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عزيزي زائر دليل الهاتف و بدالة أرقام الإمارات تم إعداد وإختيار هذا الموضوع 1936 Jersey Air Disaster فإن كان لديك ملاحظة او توجيه يمكنك مراسلتنا من خلال الخيارات الموجودة بالموضوع.. وكذلك يمكنك زيارة القسم en, وهنا نبذه عنها en وتصفح المواضيع المتنوعه... آخر تحديث للمعلومات بتاريخ اليوم 01/12/2022

1936 Jersey Air Disaster

آخر تحديث منذ 2 شهر و 6 يوم
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The 1936 Jersey Air Disaster occurred on 31 July 1936 when the Cloud of Iona, a Saro Cloud flying boat of Guernsey Airways, went missing on a flight between Guernsey and Jersey. All ten on board were assumed to have died.

Accident


Guernsey Airways was formed in 1934 as a subsidiary of Jersey Airways to operate services between St Peter Port, Guernsey and St Brelade's Bay in Jersey.Wickstead 2014, p.249 On 31 July 1936 the Cloud of Iona failed to arrive in Jersey. It had departed around 19:00 and the journey should have taken 20 minutes. The weather was poor and visibility was reduced by drizzle. At 22:00 the St Helier lifeboat was launched to search for the flying boat, it searched all night without finding anything. In the morning a number of French military aircraft from Cherburg and Royal Air Force aircraft joined the search from the air, an RAF seaplane reported sighting fabric and plywood in the sea. On 2 August three motorboats from Jersey returned with wreckage including wood, cushions and fabric which was identified as coming from the Isle of Iona. An official from Channel Islands Airways the parent company of both Jersey and Guernsey Airways made a statement:

Sighting


Two passengers on the Great Western Railway mailboat St Helier reported seeing an aircraft in the sea about half a mile away from the ship. They reported that the aircraft propellers were turning and they expected it was going to take off. The two passengers crossed to the other side of the boat as they realised the aircraft would pass across the bows. They didn't see the aircraft on the other side and assumed it had taken off in the mist. Officials checked the bow of the ship to see if it had hit the flying boat but no marks were found.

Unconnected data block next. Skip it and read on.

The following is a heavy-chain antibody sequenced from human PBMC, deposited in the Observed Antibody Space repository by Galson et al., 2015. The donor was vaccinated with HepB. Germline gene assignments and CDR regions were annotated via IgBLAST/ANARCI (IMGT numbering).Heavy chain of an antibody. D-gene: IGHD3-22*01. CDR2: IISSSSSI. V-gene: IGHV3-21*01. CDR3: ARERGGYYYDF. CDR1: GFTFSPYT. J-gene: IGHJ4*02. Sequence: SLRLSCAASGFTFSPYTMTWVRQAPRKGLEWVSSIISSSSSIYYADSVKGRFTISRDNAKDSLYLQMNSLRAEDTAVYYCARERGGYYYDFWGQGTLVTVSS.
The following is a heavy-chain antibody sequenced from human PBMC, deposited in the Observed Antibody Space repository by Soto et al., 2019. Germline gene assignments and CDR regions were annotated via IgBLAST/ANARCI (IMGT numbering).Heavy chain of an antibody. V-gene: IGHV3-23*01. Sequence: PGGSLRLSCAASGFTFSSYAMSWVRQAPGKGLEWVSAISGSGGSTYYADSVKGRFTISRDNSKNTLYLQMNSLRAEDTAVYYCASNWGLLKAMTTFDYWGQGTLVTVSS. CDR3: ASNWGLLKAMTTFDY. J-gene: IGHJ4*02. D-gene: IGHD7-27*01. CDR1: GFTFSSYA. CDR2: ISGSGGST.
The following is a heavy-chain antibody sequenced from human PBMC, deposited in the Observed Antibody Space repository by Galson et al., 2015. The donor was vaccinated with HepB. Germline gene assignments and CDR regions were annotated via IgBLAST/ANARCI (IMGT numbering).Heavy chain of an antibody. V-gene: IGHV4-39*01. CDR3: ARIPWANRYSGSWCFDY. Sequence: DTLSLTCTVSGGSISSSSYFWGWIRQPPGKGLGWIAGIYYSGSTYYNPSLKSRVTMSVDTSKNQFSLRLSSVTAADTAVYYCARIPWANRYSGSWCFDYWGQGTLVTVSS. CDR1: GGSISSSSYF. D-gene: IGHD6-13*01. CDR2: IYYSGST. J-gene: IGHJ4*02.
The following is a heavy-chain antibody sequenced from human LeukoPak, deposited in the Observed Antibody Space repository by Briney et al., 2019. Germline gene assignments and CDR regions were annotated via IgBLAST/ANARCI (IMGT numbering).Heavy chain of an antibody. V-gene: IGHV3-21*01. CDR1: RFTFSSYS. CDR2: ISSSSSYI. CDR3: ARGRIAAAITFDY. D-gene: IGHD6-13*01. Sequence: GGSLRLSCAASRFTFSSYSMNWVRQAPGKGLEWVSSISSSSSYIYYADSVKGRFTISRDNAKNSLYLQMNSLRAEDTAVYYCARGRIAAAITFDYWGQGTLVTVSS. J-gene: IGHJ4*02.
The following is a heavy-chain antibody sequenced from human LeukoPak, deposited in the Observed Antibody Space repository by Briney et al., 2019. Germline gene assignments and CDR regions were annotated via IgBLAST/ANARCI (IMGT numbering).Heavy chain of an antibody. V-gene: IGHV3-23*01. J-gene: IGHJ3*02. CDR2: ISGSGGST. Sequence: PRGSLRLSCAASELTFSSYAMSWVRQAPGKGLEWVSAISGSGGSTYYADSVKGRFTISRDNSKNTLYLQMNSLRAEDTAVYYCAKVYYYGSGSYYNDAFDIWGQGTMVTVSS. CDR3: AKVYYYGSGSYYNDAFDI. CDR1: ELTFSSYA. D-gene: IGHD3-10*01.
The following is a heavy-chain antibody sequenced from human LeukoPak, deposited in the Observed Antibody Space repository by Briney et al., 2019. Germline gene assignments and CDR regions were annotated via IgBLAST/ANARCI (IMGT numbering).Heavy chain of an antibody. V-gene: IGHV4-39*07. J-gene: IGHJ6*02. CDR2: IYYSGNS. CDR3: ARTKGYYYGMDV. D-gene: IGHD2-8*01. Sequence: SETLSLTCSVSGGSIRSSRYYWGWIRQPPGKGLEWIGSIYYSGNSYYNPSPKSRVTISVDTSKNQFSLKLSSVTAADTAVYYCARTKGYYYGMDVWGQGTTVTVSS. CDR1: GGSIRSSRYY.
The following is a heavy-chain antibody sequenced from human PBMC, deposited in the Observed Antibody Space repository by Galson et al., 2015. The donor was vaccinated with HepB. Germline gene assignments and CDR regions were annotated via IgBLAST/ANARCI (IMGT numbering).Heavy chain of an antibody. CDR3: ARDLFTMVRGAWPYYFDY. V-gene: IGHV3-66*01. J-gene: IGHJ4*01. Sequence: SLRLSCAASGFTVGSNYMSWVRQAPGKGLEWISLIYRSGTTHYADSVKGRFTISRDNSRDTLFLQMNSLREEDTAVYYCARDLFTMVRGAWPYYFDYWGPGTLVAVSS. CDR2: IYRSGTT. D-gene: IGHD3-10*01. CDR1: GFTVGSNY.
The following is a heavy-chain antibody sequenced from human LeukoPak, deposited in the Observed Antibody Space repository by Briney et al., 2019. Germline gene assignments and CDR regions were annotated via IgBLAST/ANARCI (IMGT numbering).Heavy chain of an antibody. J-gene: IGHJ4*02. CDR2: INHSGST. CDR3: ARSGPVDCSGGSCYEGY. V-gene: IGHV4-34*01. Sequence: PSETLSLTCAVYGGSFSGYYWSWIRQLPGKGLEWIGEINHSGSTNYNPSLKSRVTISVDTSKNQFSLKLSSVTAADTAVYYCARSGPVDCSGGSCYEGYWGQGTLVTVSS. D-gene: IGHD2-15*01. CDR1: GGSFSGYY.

Wreckage and bodies


On 3 August it was reported that an 18 ft long wing section had been found near Minquiers Reef and a float had washed up on a French beach at Annonville. The following few days bodies were washed ashore on the French coast. Two weeks later, on the 14 August, two Jersey fisherman found the wreckage (fuselage and engines) of the Cloud of Iona on the rocks 10 miles from Jersey.

Aircraft


The aircraft involved was a twin-engined Saro Cloud flying boat built in 1932 and registered as G-ABXW.Jackson 1974, p. 291 It was original operated by British Flying Boats Limited who named it the Cloud of Iona, before it was sold to Guernsey Airways in September 1934.

Aftermath


The inter-island seaplane service was suspended and did not operate again after the accident. The Cloud of Iona was to have been fitted with wireless equipment the week after the accident. In January 1937 the airline was prosecuted, in that they permitted the machine to be used on July 29, 30 and 31 without an approved wireless installation. They were fined £300.

Casualties


All on board were killed, they included five English holidaymakers and three people from Guernsey as well as the two crew (a pilot and mechanic).





Category:Aviation accidents and incidents in 1936
Category:July 1936 events
Category:Aviation accidents and incidents in the Channel Islands
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كلمات مرتبطه: 1936 Jersey Air Disaster
 
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أقسام دليل الهاتف و بدالة أرقام الإمارات متنوعة en و عملت لخدمة الزائر ليسهل عليه تصفح الموقع بسلاسة وأخذ المعلومات تصفح هذا الموضوع 1936 Jersey Air Disaster ويمكنك مراسلتنا في حال الملاحظات او التعديل او الإضافة او طلب حذف الموضوع ...آخر تعديل اليوم 01/12/2022





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